• Wrong values. It's easy to spot wrong values when all crown fees are the same regardless of substrate, or all extractions have the same fee, or when procedures are “bundled” together, or as when oral hygiene instruction is included with a prophy. It is indeed a sad state of affairs when the most valuable of dental services have the lowest fees relative to other dental procedures and to health–care services as a whole. Regardless what any fee survey or analysis indicates, as a profession, dentistry still charges too little for diagnostics, too little for prevention, and relative to other health–care providers, too little for surgical procedures. Having said that, it only gets worse when diagnostic and preventive services are frequently given away as a means of advertising ... certainly a dual edged sword if there ever was one! The “hook” in advertising can certainly be other things such as electric toothbrushes or whitening procedures.

We hope you find these global figures interesting, and don't forget to check out your local fees at dentistryiq.com. Remember, there is more to all this than just the “fees”! Click here to view survey.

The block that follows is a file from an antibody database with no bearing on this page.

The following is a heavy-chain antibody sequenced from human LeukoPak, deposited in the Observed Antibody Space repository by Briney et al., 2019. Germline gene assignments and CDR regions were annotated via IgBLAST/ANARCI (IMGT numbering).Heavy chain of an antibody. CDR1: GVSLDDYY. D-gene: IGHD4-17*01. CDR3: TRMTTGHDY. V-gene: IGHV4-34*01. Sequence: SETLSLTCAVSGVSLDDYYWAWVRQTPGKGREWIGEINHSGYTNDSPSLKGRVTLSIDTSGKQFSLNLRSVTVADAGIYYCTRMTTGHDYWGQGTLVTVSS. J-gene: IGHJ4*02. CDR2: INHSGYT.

The Willeford Group has been a different kind of full–service financial planning and management company since 1975. The company handles aspects of the “business of dentistry” with services that range from traditional accounting and taxes, to practice management, transitions, profitability consulting, and wealth–building. Various partners are members of the ADA, AICPA, Academy of Dental Management Consultants, and founding members of the Academy of Dental CPAs, and National Association of Practice Brokers. Contact the Willeford Group by phone at (877) 643–7087, or visit the company's Web site at www.thewillefordgroup.com.


Four action steps to avoid setting the “wrong fees”

  1. Unbundle procedures from fees
  2. Give gifts, not valuable services
  3. Identify and budget all write–offs
  4. Bill for exactly what was done

These simple action steps will go a long way toward correcting the wrong fee discussion, and add significant performance to the bottom line.